This 220ft sailing yacht (announced by NauticNews.com in April this year with code name AY41) is designed by Philippe Briand (UK) and built by Alloy Yachts (NZ), under the aegis of project manager Andrew Senn (AU).
The yacht will be launched in December 2010
Vertigo is the largest yacht ever designed and built by both architect and shipyard alike.
In the first stage of design, back in June 2004, the first drawings outlined a sailing yacht with an overall length of 200ft. Subsequently, the evolution of the design led to an increase in size resulting in an overall length of 220 ft.
The challenge facing the Designer was to design a yacht that was large but “sensitive to sail”, which explains her modern hull lines. She is the first sailing yacht of her size to have an almost vertical bow. This feature allows for a greater waterline length, thus making for a considerable improvement in speed both under sail and engine power.
With an air clearance restricted to 68m (for access to the Suez Canal) and a draft restriction of 5m, the designer was particularly concerned with enhancing efficiency of the sail plan and keel.
A Ketch rig was the only suitable option. Mainsail and mizzen sail include roaches which have never before been seen or used on yachts of this size. More surface area of the sails is exposed up where the wind velocity is greater than it is at the proximity of the water. This led to having sails developing a larger driving force than that of conventional triangular sails. Therefore runners are used in instead of permanent backstays. This is another first on a boat of this size, made possible via the technology of mast builders Southern Spars. Draft is increased to 9.10 m by a daggerboard extension. Captive winches and vertical winches are custom made by Alloy Yachts.
Under sail she is expected to reach speeds of almost 20 knots in a reach with a true wind speed of 20 knots. Also, with light winds less than 10 knots, she will outperform the existing mega sailing yachts.
Under engine power the yacht can reach a maximum speed of 17 knots and maintain a cruising speed of 12 knots with an estimated range of over 4000 nm.
Another original aspect lies in the layout. The main lazarette is situated in the middle of the boat rather than aft, as is more usually the case. As a result, access to the boat from her tender is more central. The aft lazarette houses a large 8 m “commuter” tender. It is enclosed by one door serving as a swimming platform and the stairs to this transom door when it is open are formed from the aft passerelles.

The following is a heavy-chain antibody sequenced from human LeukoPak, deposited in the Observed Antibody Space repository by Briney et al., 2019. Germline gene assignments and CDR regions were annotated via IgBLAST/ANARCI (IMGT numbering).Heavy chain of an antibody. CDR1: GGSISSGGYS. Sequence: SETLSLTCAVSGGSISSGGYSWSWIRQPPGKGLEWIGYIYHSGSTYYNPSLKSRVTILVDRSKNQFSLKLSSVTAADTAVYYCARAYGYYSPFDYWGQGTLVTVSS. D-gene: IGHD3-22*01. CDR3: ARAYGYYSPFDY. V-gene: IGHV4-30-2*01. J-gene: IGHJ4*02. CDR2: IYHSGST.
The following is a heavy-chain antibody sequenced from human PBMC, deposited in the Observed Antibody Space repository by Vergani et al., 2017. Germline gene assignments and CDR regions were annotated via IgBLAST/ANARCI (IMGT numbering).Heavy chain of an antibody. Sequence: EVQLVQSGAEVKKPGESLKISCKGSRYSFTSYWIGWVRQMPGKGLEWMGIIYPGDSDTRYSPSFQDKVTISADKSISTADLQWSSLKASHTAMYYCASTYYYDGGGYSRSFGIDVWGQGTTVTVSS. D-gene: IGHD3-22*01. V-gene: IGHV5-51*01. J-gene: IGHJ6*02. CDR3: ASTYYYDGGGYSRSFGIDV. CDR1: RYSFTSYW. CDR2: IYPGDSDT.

On the foredeck there are two lockers that house 2 x 6m tenders. The foredeck and passage way are entirely flush. This gives the aesthetic a very sleek appearance which is unique for a yacht of this size.
Particular care has been given to the exterior relaxing areas, cockpit and flying bridge, affording the possibility to be outside and sheltered as you wish. The aft cockpit is especially well protected by a large hard-top that incorporates a louvre system and by lateral sliding windows. The flybridge is open but on demand it can be protected by a removable bimini top and a large dodger. The sun pads at the rear of the cockpit conceal a swimming pool.
Inside she is extremely comfortable; light floods in all around, as the designer intended especially in the saloon on the main deck. The sides of the superstructure are transparent, bringing the outside into the saloon. The perfect integration of deck saloon and cockpit create a seamless living area 30 m long.
The lower deck layout shows 4 x guest rooms and huge owner’s state room aft. The passage from this cabin leads directly to the lazarette and swim platform. Forward there is enough accommodation for 11 crew.
Accommodation was designed by renowned interior designer Christian Liaigre. The atmosphere of the settings was established as “urban at sea”. In the interior, the palette of materials and hues is dominated by white lacquered surfaces combined and coordinated in a harmonious combination with tinted walnuts and black sandblasted woods.
There is every indication that this will be a true 220’ sailing yacht, comfortable and sensitive to sail. A worthy descendant of the great seafaring ships of the past.
– PR –